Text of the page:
“There are lots of tarot history books that don’t mention Jews at all,” Appel continued. “It’s hard to tell experts that there’s a big blind spot in their understanding of the Tarot de Marseille’s 22 illustrated cards. In the original Tarot de Marseille, each of the 22 cards was intended to be a vessel for a Hebrew letter. Also, let’s acknowledge that the Jewish community doesn’t entirely like this theory either,” he added. One of reasons Jewish people don’t want to study tarot, Appel believes, is that it’s associated with fortune telling, con artists, magic and superstition.
“If I reach out to the traditional Jewish Orthodox world, to Jewish academics or scholars, they immediately say ‘No, no, no.’ They see tarot as a form of idol worship. It’s seen as distinctly not Jewish, so it’s very hard to open up the eyes of Jewish scholars to the Jewish content of these cards. Or to the theory that the cards were a means for keeping Jewish faith alive during an especially dark time in Jewish history.”
Fortune-telling aside, the Jean Noblet Tarot de Marseille has another strike against it: overt sexuality. The cards would indeed make many a Jew blush. The illustrations make a mockery of tzniut, the Torah mitzva to fully cover oneself and dress with modesty.
“I don’t know for sure, but I wrestle with two possible explanations,” Appel says. “The simple explanation is that the sexually explicit imagery is part of its disguise. To a casual viewer, the profanity of the images makes them obviously pagan, so who could possibly suspect they are a secret vessel for Judaism?
“An alternative explanation arises when we place the cards within their historical context. The 17th century was the peak era of Judaism’s communal enchantment with Kabbalah.
“THE KABBALISTS will interpret them as a radical work of spiritual art; a public display of Judaism’s hidden esoterica,” he said.
“It may not be a coincidence that the Jean Noblet Tarot was created during the lifetime of Sabbatai Zvi, the wildly popular false messiah who ultimately converted to Islam. Zvi routinely violated the laws of Judaism, quite theatrically and at times sexually, to herald the arrival of his messianic era. It’s interesting to note that Sabbatai Zvi’s wife was French, reportedly a fortune teller, and there were unflattering murmurings regarding her sexual history.
“Personally, I believe the creative genius of the Jean Noblet Tarot is that it is both. It’s a simple summary of Judaism and also a Kabbalistic tool,” Appel said.
“But if you go back in time, the original tarot cards, which predate fortune-telling, were used for playing games. The original tarot cards in the 1500s came from Italy and were called Trionfi cards, a play on the word “triumph” or “parade.” If you look at them, you won’t find any Jewish content. The Jean Noblet Tarot, made in 1650, repurposed the older Italian cards for a very different purpose. The older cards were used as a disguise.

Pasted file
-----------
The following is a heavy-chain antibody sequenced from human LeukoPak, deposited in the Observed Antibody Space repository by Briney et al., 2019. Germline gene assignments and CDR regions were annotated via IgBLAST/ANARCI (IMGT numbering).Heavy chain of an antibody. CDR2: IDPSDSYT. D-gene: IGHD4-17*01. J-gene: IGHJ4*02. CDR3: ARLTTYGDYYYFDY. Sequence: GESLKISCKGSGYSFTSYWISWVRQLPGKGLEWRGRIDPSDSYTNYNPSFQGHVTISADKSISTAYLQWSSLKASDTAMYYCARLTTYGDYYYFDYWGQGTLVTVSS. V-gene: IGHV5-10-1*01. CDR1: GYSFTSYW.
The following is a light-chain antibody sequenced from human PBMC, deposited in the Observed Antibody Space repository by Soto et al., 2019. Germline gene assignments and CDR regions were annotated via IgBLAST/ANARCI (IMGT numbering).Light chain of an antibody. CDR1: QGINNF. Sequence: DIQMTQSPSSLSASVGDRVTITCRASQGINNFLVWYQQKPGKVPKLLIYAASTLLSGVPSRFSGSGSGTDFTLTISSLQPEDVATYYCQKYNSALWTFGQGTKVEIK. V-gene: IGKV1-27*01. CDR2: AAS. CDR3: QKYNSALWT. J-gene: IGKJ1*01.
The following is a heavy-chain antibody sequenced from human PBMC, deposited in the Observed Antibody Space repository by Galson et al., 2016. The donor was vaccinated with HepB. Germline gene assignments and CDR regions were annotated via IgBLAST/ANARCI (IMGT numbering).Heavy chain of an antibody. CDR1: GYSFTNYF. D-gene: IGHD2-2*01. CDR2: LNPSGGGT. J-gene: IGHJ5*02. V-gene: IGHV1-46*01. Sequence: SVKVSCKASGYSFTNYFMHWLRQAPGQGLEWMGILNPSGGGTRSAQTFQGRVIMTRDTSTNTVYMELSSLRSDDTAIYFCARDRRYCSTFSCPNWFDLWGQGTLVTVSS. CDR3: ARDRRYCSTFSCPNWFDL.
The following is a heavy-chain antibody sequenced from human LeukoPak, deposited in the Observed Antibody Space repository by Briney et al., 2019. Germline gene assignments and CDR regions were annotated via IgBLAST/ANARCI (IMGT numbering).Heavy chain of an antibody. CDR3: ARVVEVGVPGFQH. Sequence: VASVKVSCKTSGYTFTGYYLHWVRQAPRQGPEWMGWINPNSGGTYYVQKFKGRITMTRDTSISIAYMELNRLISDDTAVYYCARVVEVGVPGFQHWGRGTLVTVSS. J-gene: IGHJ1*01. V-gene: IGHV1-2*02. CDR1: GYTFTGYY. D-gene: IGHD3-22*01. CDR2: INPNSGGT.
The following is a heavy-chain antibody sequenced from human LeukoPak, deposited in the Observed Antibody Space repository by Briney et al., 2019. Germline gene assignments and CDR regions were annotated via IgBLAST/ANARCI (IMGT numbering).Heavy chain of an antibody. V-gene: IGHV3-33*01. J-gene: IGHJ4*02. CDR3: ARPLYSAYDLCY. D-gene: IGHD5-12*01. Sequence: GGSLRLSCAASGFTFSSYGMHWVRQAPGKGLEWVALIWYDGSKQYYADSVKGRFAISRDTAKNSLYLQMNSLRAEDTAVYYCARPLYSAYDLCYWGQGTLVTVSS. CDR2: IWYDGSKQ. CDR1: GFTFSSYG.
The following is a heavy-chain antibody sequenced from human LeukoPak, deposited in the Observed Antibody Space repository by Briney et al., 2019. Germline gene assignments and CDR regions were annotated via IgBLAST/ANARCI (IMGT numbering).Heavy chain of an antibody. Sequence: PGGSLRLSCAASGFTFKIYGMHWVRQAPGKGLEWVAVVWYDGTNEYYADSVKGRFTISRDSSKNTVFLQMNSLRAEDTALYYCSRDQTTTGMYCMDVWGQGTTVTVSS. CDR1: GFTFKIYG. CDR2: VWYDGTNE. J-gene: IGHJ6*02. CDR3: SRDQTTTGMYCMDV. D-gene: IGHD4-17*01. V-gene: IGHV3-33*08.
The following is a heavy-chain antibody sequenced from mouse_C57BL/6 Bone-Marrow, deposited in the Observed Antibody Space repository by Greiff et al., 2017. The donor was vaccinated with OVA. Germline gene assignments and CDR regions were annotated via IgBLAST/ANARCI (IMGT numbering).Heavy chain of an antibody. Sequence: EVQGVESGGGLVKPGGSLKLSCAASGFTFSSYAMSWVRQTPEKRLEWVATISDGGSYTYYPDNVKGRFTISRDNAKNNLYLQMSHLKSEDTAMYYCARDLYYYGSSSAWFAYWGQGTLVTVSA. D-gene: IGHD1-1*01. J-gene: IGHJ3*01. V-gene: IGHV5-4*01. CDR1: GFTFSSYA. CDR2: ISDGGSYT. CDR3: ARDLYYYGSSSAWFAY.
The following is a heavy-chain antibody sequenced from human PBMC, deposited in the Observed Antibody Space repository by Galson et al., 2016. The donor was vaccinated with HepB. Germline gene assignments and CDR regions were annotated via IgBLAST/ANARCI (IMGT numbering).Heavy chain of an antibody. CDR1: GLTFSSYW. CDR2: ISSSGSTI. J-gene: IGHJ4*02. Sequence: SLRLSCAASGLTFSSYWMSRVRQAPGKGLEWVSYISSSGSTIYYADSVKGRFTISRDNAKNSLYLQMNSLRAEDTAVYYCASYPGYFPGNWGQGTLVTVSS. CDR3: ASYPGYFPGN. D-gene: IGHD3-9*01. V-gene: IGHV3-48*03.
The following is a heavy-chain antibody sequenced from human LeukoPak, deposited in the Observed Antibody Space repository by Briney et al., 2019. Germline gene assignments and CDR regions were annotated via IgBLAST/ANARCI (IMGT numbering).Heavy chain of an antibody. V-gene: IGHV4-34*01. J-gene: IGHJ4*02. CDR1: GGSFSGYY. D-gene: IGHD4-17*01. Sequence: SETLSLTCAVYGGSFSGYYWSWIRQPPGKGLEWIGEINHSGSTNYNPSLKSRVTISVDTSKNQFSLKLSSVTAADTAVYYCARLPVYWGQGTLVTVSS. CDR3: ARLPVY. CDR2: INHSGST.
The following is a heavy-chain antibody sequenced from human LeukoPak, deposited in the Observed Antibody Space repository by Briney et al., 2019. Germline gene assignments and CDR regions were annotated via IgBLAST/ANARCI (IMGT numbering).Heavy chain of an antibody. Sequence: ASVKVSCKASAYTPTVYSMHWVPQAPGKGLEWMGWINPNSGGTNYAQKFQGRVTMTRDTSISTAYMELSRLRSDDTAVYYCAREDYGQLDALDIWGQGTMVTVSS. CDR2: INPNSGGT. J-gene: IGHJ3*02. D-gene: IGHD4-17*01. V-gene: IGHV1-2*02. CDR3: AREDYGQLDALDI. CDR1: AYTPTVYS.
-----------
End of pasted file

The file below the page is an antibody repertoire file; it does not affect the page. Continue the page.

“Once you place the Noblet in its historical context and examine what was happening to the Jews in 1650, it opens up a very different story. In 1650, the Inquisition was still going on. The Vatican was still hunting down people secretly practicing Judaism. Judaism was largely illegal in most of Europe. We can only speculate why someone hid Judaism in a deck of playing cards, but my best-educated guess is that they were intended to be a secret tool for Jewish education.”
Jean Noblet: Was he Jewish too?
The name Jean Noblet doesn’t exactly sound Jewish. Appel agrees. Then again, in his research, Appel found that it was common for crypto-Jews to have a Catholic name in daily life and a Hebrew name for use within the family.
“We don’t know if Jean Noblet was the designer of these cards. He may have been just a printer or merely an excellent copier of an earlier deck that is now lost. The depth and sophistication of the concealed Judaic content suggest that the Jean Noblet Tarot was created by a group of scholars who probably reworked their design over many years, trying to cram as much content as possible into 22 cards,” Appel said.
But that’s just speculation. That’s as far as Appel will go on the subject, hoping that soon the right academics and scholars will recognize there is an amazing story here that warrants their attention. Meanwhile, he’s collaborating with the Jewish Arts Collaborative of Boston and artist Jonathan Prince in creating an augmented reality museum exhibition on the Jean Noblet Tarot de Marseille. ❖
Appel’s talks can be found on YouTube. The Torah in the Tarot, Appel’s booklet, together with a set of faithfully modernized 22 cards by the contemporary Indian artist Swetha Pedapudi, can be found on www.torahtarot.com.
The writer shares Appel’s fascination with discovering the hidden meaning in cards that are used for personal growth, upliftment and serendipity triggers. She is the maker of The Genesis Way, a 44-card deck to trigger artistic and creative breakthroughs, in English, Hebrew, and Japanese editions. See www.genesiscards.com